Joshua Kloke
Friday November 27th, 2015

Next summer we could see one of the better NHL free agent classes in recent memory. Another intriguing name has just been added to the mix.

Reports surfaced on Thursday night that Alexander Radulov could be eyeing a return to the NHL. The much-discussed 29-year-old winger has reportedly rejected a contract extension offer from his current KHL club, CSKA Moscow, and is keen to become an unrestricted free agent. Slava Malamud reports that if Radulov were to return to the NHL he would indeed be UFA as his contract obligations to the Nashville Predators were completed during his last NHL comeback attempt at the end of the 2012 season.

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Radulov would be 30 when the 2016-17 NHL season begins. It’s the age that’s largely accepted as the turning point in a scorer’s career: offensive players experience a steep drop-off in production at 30. But given how impressive Radulov’s numbers continue to be in the KHL, including a 1.25 points per game pace during his career and a respectable 1.15 PPG through 32 games this season, you have to imagine that a return to North America would generate some interest from NHL teams.

Yes, Radulov has had a history of off-ice issues that would likely scare many a team away. He bailed on his contract with the Predators in 2008 and headed for Salavat Yulaev Ufa in the KHL. When he ultimately returned to the Preds late in the 2012 season, he was suspended by the team after being spotted at a Scottsdale bar and breaking curfew before a playoff game. At the end of the 2011-12 season, the Predators chose not to resign him. 

Radulov has been prolific the last three seasons, jumping to second all-time in KHL scoring. What he could bring to an NHL franchise is obvious: elite, high-end skill, especially on the power play. After spending the last three seasons skating on the big ice in the KHL, the thought of what he could do in a 3-on-3 situation in the NHL must have some GMs intrigued.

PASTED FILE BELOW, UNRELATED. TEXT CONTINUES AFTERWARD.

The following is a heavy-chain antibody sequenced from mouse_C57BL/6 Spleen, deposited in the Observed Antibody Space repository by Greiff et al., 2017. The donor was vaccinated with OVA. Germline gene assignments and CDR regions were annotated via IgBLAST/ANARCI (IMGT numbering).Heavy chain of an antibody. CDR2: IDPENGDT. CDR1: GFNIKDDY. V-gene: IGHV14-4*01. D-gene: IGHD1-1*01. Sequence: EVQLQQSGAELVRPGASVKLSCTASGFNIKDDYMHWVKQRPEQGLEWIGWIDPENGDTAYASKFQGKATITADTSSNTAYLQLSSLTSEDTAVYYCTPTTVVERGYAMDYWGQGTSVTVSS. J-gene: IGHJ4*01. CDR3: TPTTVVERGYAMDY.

There’s been a lot of chatter about Radulov heading to the Colorado Avalanche. When he spent two seasons lighting up the QMJHL with the Quebec Remparts, none other than Avs head coach Patrick Roy was behind the bench. Radulov has previously expressed how he enjoyed playing for Roy and there were also reports that Roy personally reached out to Radulov about playing in Colorado.

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Would this be a good fit? The Avalanche aren’t exactly lacking in terms of goal scoring or power play. The belief here seems to be that Roy could motivate Radulov where other other coaches have failed.

Will that be the narrative if he does indeed return? At 29, Radulov is pretty much who he is: one of the more dangerous offensive weapons in the game. But it would be foolish to expect him to become a vastly different person. However, a league that’s clamoring for goals would surely welcome him even if he still brings some quirks to the rink.

The very fact that he’s reportedly not signing an extension with CSKA Moscow means Radulov is at least somewhat interested in returning to the NHL and, at his age, perhaps he’s even concerned with his legacy. He was 25 when he was last suspended by the Predators. It won’t take you long to find 25-year old players living abroad who’ve made a few mistakes. Let’s give him the benefit of the doubt and stay away from the claims of North American media about Russian players not working hard, or whatever synonym for lazy seems to be the word of the day.

Radulov will have to earn his way back. He won’t be getting any deals with term out of the gate. Colorado is a fine option, but is Roy, whose job already may be in jeopardy if the Avalanche can’t climb out of the hole they’ve dug, willing to make Radulov his last-ditch effort to save his gig? What a gamble.

Assuming he’ll be given a one-year deal with a manageable cap hit, and considering Radulov’s offensive upside, here are a few other possible landing spots:

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Buffalo Sabres: Given their trade for Evander Kane, they’re clearly no strangers to taking on a player who’s been dogged by questions about his off-ice behavior. The Sabres are stacked down the middle but a winger who can boost their goal scoring production, which is currently near the bottom of the league, makes some sense.

Washington Capitals: Another obvious one here, but Radulov’s transition back into the NHL could be eased by fellow countryman Alex Ovechkin and coach Barry Trotz, for whom Radulov played for in Nashville. Radulov praised Trotz as well. Washington is up against the cap now but has a number of players coming off the books at the end of this season.

Toronto Maple Leafs: Yes, really. Radulov won’t come here looking for a long-term deal and the Leafs have made it a habit under their new regime of giving cast-offs one year deals in the hope of revitalizing them before flipping them at the deadline for picks. If Radulov really wants to prove to the league that he is serious about an NHL return, why not do it under one of the great motivators in the game in Mike Babcock and on what remains one of the league’s biggest stages? Plus, wouldn’t you know it, the Leafs continue to hurt offensively. Stranger things have happened.

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